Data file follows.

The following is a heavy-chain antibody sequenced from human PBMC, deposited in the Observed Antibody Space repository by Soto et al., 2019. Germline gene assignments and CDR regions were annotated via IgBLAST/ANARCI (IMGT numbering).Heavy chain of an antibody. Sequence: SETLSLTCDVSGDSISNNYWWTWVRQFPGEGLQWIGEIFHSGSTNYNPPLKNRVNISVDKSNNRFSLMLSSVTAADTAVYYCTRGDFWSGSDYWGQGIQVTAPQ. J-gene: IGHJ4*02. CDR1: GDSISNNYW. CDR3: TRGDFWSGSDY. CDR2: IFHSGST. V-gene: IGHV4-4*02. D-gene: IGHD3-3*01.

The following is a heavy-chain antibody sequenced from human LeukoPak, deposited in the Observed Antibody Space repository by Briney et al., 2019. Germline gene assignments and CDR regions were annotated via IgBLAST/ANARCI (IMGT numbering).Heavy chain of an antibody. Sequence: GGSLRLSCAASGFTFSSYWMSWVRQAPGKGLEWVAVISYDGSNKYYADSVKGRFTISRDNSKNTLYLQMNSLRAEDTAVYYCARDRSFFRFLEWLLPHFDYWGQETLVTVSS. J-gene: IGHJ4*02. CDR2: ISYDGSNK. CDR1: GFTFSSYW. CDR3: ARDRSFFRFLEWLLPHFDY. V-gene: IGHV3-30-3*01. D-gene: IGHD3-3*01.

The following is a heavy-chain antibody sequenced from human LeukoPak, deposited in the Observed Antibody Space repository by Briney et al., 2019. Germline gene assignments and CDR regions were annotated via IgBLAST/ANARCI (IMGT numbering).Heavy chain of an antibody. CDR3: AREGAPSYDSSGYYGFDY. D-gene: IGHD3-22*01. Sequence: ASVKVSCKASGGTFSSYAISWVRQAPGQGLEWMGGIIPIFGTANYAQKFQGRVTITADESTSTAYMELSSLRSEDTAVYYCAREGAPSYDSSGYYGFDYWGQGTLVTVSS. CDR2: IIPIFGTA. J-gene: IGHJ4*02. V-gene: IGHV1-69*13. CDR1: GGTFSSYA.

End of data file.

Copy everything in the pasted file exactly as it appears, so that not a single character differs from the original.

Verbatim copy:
The following is a heavy-chain antibody sequenced from human PBMC, deposited in the Observed Antibody Space repository by Soto et al., 2019. Germline gene assignments and CDR regions were annotated via IgBLAST/ANARCI (IMGT numbering).Heavy chain of an antibody. Sequence: SETLSLTCDVSGDSISNNYWWTWVRQFPGEGLQWIGEIFHSGSTNYNPPLKNRVNISVDKSNNRFSLMLSSVTAADTAVYYCTRGDFWSGSDYWGQGIQVTAPQ. J-gene: IGHJ4*02. CDR1: GDSISNNYW. CDR3: TRGDFWSGSDY. CDR2: IFHSGST. V-gene: IGHV4-4*02. D-gene: IGHD3-3*01.

The following is a heavy-chain antibody sequenced from human LeukoPak, deposited in the Observed Antibody Space repository by Briney et al., 2019. Germline gene assignments and CDR regions were annotated via IgBLAST/ANARCI (IMGT numbering).Heavy chain of an antibody. Sequence: GGSLRLSCAASGFTFSSYWMSWVRQAPGKGLEWVAVISYDGSNKYYADSVKGRFTISRDNSKNTLYLQMNSLRAEDTAVYYCARDRSFFRFLEWLLPHFDYWGQETLVTVSS. J-gene: IGHJ4*02. CDR2: ISYDGSNK. CDR1: GFTFSSYW. CDR3: ARDRSFFRFLEWLLPHFDY. V-gene: IGHV3-30-3*01. D-gene: IGHD3-3*01.

The following is a heavy-chain antibody sequenced from human LeukoPak, deposited in the Observed Antibody Space repository by Briney et al., 2019. Germline gene assignments and CDR regions were annotated via IgBLAST/ANARCI (IMGT numbering).Heavy chain of an antibody. CDR3: AREGAPSYDSSGYYGFDY. D-gene: IGHD3-22*01. Sequence: ASVKVSCKASGGTFSSYAISWVRQAPGQGLEWMGGIIPIFGTANYAQKFQGRVTITADESTSTAYMELSSLRSEDTAVYYCAREGAPSYDSSGYYGFDYWGQGTLVTVSS. CDR2: IIPIFGTA. J-gene: IGHJ4*02. V-gene: IGHV1-69*13. CDR1: GGTFSSYA.